At a glance, the company has seen remarkable top line growth, combined with an expansion of margins. Revenue growth and margin expansion are a function of the same thing - more efficient operational capabilities and larger orders. Moreover, a few years back, the company halted production and moved their equipment to a new - larger facility. Operations were hurt in the near-term, however, after fully moving the equipment, the company quickly revamped production.

A new production facility not only allowed the company to increase their backlog, but operational efficiencies also emerged. Likewise, operating margins did fall in 2014 and 2015 was a transition year - which hindered operations. However, the company is starting to realize operating leverage - not only from a more efficient, larger facility, but also from the ability to take on larger orders - typically commanding better margins.

All was calm on the Taylor Device front until the recent quarter - in fact, if you were a momentum/growth investor, it looked like a solid time to be in Taylor. The party came to a halting stop when the company posted dismal revenues and earnings.

Long Cast Advisers posted a great article explaining what is going on with the company. Basically, the backlog is declining, which has pulled earnings and revenues down. Declining orders isn't something to tread lightly upon. Further, if orders do not pick up, the share price may continue to respond negatively. However, it is in my opinion that declining orders are a short-term issue.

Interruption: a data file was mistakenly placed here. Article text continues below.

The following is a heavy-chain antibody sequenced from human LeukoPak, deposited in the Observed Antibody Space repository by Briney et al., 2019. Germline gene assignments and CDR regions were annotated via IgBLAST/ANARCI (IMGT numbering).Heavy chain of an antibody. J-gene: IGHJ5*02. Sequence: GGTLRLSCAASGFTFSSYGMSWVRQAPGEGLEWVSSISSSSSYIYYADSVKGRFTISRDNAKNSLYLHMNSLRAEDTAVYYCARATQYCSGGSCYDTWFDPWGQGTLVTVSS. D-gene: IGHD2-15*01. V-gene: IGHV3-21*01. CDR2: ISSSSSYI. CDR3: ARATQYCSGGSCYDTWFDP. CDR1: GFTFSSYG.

On a long-term basis, the company is in a solid position. There is a significant amount of regulatory tailwinds - providing demand for the company's products. Furthermore, natural disasters such as earthquakes will provide further demand and awareness for the company's product. Finally, as long as defense spending continues to represent a significant portion of governmental spending, there will be demand. What is interesting and something I (and others) are speculating - is the recent, ongoing, production upgrade has haltered orders.